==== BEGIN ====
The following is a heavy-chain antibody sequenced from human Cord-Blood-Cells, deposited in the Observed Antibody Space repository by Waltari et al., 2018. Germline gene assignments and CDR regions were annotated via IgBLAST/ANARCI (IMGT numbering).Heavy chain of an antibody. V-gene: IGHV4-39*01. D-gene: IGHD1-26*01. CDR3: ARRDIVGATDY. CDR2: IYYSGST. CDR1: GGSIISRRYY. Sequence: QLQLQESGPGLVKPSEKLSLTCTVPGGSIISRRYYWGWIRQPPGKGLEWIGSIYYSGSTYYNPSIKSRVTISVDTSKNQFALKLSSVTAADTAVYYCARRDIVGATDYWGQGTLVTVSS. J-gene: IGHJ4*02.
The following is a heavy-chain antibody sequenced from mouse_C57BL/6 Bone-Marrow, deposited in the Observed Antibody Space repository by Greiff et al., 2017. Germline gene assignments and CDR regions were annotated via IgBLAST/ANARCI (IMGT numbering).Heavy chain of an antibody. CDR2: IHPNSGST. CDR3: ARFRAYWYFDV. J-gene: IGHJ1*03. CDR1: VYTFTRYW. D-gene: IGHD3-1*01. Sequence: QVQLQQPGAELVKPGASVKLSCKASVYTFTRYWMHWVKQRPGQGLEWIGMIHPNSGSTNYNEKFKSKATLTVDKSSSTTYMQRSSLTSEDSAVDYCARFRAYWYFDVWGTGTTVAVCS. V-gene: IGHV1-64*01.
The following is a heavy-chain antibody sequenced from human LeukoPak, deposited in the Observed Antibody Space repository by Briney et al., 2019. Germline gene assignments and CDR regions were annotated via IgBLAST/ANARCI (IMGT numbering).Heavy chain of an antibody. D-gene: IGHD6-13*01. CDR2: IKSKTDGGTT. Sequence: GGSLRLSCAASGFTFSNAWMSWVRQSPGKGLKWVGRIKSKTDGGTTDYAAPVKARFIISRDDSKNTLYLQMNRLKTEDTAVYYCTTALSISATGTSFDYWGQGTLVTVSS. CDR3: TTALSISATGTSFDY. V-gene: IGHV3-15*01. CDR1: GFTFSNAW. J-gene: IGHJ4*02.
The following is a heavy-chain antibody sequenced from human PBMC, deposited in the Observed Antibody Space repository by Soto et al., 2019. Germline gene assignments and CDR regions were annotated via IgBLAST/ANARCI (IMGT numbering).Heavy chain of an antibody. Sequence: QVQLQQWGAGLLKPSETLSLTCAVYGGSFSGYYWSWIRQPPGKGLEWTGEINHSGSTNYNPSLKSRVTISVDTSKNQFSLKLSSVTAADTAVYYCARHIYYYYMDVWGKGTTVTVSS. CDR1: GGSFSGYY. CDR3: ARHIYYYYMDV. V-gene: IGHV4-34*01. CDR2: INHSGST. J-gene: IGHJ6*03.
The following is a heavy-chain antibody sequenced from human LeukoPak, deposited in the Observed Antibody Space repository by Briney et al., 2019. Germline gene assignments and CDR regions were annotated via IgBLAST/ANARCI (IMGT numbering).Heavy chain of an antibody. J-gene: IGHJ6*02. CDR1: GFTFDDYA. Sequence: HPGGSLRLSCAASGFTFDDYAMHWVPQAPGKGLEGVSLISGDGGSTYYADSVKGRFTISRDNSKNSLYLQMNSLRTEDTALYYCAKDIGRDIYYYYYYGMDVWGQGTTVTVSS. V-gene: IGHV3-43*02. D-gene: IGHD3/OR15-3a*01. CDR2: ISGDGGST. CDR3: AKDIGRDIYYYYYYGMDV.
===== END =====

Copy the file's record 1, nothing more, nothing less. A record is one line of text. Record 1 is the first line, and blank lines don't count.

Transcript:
The following is a heavy-chain antibody sequenced from human Cord-Blood-Cells, deposited in the Observed Antibody Space repository by Waltari et al., 2018. Germline gene assignments and CDR regions were annotated via IgBLAST/ANARCI (IMGT numbering).Heavy chain of an antibody. V-gene: IGHV4-39*01. D-gene: IGHD1-26*01. CDR3: ARRDIVGATDY. CDR2: IYYSGST. CDR1: GGSIISRRYY. Sequence: QLQLQESGPGLVKPSEKLSLTCTVPGGSIISRRYYWGWIRQPPGKGLEWIGSIYYSGSTYYNPSIKSRVTISVDTSKNQFALKLSSVTAADTAVYYCARRDIVGATDYWGQGTLVTVSS. J-gene: IGHJ4*02.